Folic Acid Supplementation Lowers Stroke Risk
Folic acid supplementation can reduce the risk of stroke by 18% or more, conclude authors of an Article published in this week's edition of The Lancet.
But the authors and an accompanying comment caution that there remains controversy as to whether folic acid supplementation can lead to improved outcomes for other cardiovascular conditions.
Professor Xiaobin Wang, Children's Memorial Hospital and Children's Memorial Research Center, Northwestern University Feinberg School of Medicine, Chicago, USA, and colleagues did a meta-analysis (a study combining previous trials) of eight trials of folic acid that had stroke reported as one of the endpoints.
Folic acid supplementation lowers the concentrations homocysteine in the blood. High amounts of homocysteine in the blood are thought to increase the risk of stroke, as well as that of cardiovascular disease and deep vein thrombosis.
They found folic acid supplementation reduced the relative risk of stroke by an average of 18 per cent. In subgroup analyses, an even greater reduction of risk was seen when the treatment lasted over 36 months (29% less risk); if it reduced the concentration of homocysteine in the blood by more than 20% (23% less risk); or if the patient had no previous history of stroke (25% less risk).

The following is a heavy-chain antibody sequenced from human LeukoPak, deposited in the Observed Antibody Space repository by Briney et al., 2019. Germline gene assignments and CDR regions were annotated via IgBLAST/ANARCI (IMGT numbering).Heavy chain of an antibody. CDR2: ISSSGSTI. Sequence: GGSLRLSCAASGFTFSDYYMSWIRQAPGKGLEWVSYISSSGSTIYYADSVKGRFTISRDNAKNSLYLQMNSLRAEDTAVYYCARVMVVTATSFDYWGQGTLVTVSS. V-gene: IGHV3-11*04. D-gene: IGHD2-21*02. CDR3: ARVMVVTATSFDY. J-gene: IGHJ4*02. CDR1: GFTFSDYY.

The study also found that in areas that did not already have supplementation through fortified or partly fortified grain, folic acid supplementation decreased the risk of stroke by 25%.
The authors conclude: "Our meta-analysis provides coherent evidence that folic acid supplementation can significantly reduce the risk of stroke in primary prevention."
But they caution: "To efficiently assess the efficacy and causality of folic acid supplementation on stroke, future clinical trials should be done in regions without grain fortification, with a longer period of follow-up (4 years or longer), and among individuals without a history of stroke.
"The issue of folic acid supplementation alone versus folic acid in combination with other B vitamins, as well as optimum dosage, should also be carefully considered in future trials."
In the accompanying Comment, Dr Cynthia Carlsson, University of Wisconsin School of Medicine and Public Health, Wisconsin, USA, says: "Although this meta-analysis helps clarify answers to some questions about the role of homocysteine lowering in CVD prevention, ongoing randomised trials are needed before we can conclude that the benefit of continued use of previously deemed 'safe' vitamin supplements outweighs the risk of other adverse CVD outcomes."